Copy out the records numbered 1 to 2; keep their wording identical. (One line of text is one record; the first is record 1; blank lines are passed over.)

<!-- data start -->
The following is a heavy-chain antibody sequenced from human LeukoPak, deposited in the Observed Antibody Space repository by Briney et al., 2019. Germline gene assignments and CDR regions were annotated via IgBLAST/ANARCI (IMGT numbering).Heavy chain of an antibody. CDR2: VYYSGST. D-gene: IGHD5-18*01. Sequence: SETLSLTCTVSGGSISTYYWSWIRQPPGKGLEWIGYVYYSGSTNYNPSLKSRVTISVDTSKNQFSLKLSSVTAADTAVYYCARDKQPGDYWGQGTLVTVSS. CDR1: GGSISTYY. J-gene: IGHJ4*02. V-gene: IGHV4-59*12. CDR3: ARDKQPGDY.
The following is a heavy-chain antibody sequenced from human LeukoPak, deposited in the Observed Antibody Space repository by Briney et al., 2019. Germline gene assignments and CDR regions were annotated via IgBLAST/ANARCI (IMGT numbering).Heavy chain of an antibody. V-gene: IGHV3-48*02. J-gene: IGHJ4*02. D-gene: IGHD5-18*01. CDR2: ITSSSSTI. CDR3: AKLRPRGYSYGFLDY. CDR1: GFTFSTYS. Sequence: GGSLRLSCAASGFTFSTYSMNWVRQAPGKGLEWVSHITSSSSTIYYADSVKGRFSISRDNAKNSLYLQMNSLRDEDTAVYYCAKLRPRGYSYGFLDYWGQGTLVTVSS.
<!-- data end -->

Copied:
The following is a heavy-chain antibody sequenced from human LeukoPak, deposited in the Observed Antibody Space repository by Briney et al., 2019. Germline gene assignments and CDR regions were annotated via IgBLAST/ANARCI (IMGT numbering).Heavy chain of an antibody. CDR2: VYYSGST. D-gene: IGHD5-18*01. Sequence: SETLSLTCTVSGGSISTYYWSWIRQPPGKGLEWIGYVYYSGSTNYNPSLKSRVTISVDTSKNQFSLKLSSVTAADTAVYYCARDKQPGDYWGQGTLVTVSS. CDR1: GGSISTYY. J-gene: IGHJ4*02. V-gene: IGHV4-59*12. CDR3: ARDKQPGDY.
The following is a heavy-chain antibody sequenced from human LeukoPak, deposited in the Observed Antibody Space repository by Briney et al., 2019. Germline gene assignments and CDR regions were annotated via IgBLAST/ANARCI (IMGT numbering).Heavy chain of an antibody. V-gene: IGHV3-48*02. J-gene: IGHJ4*02. D-gene: IGHD5-18*01. CDR2: ITSSSSTI. CDR3: AKLRPRGYSYGFLDY. CDR1: GFTFSTYS. Sequence: GGSLRLSCAASGFTFSTYSMNWVRQAPGKGLEWVSHITSSSSTIYYADSVKGRFSISRDNAKNSLYLQMNSLRDEDTAVYYCAKLRPRGYSYGFLDYWGQGTLVTVSS.